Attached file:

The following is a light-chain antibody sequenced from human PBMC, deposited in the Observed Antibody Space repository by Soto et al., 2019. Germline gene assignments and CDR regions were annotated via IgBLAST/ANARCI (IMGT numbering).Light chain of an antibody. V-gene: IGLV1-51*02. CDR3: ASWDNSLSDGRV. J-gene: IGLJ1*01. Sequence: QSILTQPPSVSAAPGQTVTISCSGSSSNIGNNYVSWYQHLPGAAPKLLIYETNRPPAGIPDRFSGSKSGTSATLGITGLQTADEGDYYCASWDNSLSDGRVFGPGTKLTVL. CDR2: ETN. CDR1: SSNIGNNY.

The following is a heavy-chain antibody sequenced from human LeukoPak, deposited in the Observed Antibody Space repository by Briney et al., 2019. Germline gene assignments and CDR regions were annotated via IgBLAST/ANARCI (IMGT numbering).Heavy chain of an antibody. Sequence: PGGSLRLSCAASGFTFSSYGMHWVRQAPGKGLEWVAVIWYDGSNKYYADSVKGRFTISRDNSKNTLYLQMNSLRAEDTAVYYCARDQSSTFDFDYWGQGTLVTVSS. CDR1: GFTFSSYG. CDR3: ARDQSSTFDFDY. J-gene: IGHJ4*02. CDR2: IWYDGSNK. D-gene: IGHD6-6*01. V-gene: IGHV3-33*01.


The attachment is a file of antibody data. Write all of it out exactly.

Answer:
The following is a light-chain antibody sequenced from human PBMC, deposited in the Observed Antibody Space repository by Soto et al., 2019. Germline gene assignments and CDR regions were annotated via IgBLAST/ANARCI (IMGT numbering).Light chain of an antibody. V-gene: IGLV1-51*02. CDR3: ASWDNSLSDGRV. J-gene: IGLJ1*01. Sequence: QSILTQPPSVSAAPGQTVTISCSGSSSNIGNNYVSWYQHLPGAAPKLLIYETNRPPAGIPDRFSGSKSGTSATLGITGLQTADEGDYYCASWDNSLSDGRVFGPGTKLTVL. CDR2: ETN. CDR1: SSNIGNNY.

The following is a heavy-chain antibody sequenced from human LeukoPak, deposited in the Observed Antibody Space repository by Briney et al., 2019. Germline gene assignments and CDR regions were annotated via IgBLAST/ANARCI (IMGT numbering).Heavy chain of an antibody. Sequence: PGGSLRLSCAASGFTFSSYGMHWVRQAPGKGLEWVAVIWYDGSNKYYADSVKGRFTISRDNSKNTLYLQMNSLRAEDTAVYYCARDQSSTFDFDYWGQGTLVTVSS. CDR1: GFTFSSYG. CDR3: ARDQSSTFDFDY. J-gene: IGHJ4*02. CDR2: IWYDGSNK. D-gene: IGHD6-6*01. V-gene: IGHV3-33*01.